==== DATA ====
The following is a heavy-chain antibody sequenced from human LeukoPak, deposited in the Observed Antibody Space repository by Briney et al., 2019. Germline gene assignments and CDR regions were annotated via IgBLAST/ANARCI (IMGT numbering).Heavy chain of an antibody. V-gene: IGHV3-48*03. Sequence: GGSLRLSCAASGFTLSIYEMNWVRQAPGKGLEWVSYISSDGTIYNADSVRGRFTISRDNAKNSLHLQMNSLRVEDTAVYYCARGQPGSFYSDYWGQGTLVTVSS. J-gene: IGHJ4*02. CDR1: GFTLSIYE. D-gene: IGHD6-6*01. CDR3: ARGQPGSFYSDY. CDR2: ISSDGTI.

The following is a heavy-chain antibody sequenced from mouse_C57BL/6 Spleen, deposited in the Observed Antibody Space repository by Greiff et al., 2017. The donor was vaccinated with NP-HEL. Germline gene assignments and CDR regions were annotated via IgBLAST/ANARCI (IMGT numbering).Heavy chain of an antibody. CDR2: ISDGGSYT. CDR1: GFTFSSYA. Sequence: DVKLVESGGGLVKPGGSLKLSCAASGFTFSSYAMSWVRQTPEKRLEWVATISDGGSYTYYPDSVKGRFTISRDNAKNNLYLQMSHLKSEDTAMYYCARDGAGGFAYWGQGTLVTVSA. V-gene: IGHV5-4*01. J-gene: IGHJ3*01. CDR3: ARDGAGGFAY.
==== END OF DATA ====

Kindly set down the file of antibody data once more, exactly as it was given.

The following is a heavy-chain antibody sequenced from human LeukoPak, deposited in the Observed Antibody Space repository by Briney et al., 2019. Germline gene assignments and CDR regions were annotated via IgBLAST/ANARCI (IMGT numbering).Heavy chain of an antibody. V-gene: IGHV3-48*03. Sequence: GGSLRLSCAASGFTLSIYEMNWVRQAPGKGLEWVSYISSDGTIYNADSVRGRFTISRDNAKNSLHLQMNSLRVEDTAVYYCARGQPGSFYSDYWGQGTLVTVSS. J-gene: IGHJ4*02. CDR1: GFTLSIYE. D-gene: IGHD6-6*01. CDR3: ARGQPGSFYSDY. CDR2: ISSDGTI.

The following is a heavy-chain antibody sequenced from mouse_C57BL/6 Spleen, deposited in the Observed Antibody Space repository by Greiff et al., 2017. The donor was vaccinated with NP-HEL. Germline gene assignments and CDR regions were annotated via IgBLAST/ANARCI (IMGT numbering).Heavy chain of an antibody. CDR2: ISDGGSYT. CDR1: GFTFSSYA. Sequence: DVKLVESGGGLVKPGGSLKLSCAASGFTFSSYAMSWVRQTPEKRLEWVATISDGGSYTYYPDSVKGRFTISRDNAKNNLYLQMSHLKSEDTAMYYCARDGAGGFAYWGQGTLVTVSA. V-gene: IGHV5-4*01. J-gene: IGHJ3*01. CDR3: ARDGAGGFAY.